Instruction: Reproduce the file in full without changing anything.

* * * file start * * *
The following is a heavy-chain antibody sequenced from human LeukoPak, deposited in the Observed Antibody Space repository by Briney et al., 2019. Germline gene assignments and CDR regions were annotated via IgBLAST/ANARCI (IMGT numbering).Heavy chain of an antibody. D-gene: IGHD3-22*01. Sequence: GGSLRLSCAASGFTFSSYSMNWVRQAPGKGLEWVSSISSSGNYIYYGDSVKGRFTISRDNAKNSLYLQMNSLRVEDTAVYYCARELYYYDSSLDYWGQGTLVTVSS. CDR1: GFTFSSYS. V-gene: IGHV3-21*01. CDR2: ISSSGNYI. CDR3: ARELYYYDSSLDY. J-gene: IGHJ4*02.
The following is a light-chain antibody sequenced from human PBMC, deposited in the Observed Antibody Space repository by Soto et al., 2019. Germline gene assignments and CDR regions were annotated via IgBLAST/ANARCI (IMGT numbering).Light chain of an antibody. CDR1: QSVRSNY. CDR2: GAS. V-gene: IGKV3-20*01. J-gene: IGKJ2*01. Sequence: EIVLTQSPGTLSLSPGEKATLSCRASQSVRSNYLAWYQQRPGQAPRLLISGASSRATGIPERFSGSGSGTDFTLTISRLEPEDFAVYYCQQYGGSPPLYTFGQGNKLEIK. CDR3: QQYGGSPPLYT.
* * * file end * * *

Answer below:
The following is a heavy-chain antibody sequenced from human LeukoPak, deposited in the Observed Antibody Space repository by Briney et al., 2019. Germline gene assignments and CDR regions were annotated via IgBLAST/ANARCI (IMGT numbering).Heavy chain of an antibody. D-gene: IGHD3-22*01. Sequence: GGSLRLSCAASGFTFSSYSMNWVRQAPGKGLEWVSSISSSGNYIYYGDSVKGRFTISRDNAKNSLYLQMNSLRVEDTAVYYCARELYYYDSSLDYWGQGTLVTVSS. CDR1: GFTFSSYS. V-gene: IGHV3-21*01. CDR2: ISSSGNYI. CDR3: ARELYYYDSSLDY. J-gene: IGHJ4*02.
The following is a light-chain antibody sequenced from human PBMC, deposited in the Observed Antibody Space repository by Soto et al., 2019. Germline gene assignments and CDR regions were annotated via IgBLAST/ANARCI (IMGT numbering).Light chain of an antibody. CDR1: QSVRSNY. CDR2: GAS. V-gene: IGKV3-20*01. J-gene: IGKJ2*01. Sequence: EIVLTQSPGTLSLSPGEKATLSCRASQSVRSNYLAWYQQRPGQAPRLLISGASSRATGIPERFSGSGSGTDFTLTISRLEPEDFAVYYCQQYGGSPPLYTFGQGNKLEIK. CDR3: QQYGGSPPLYT.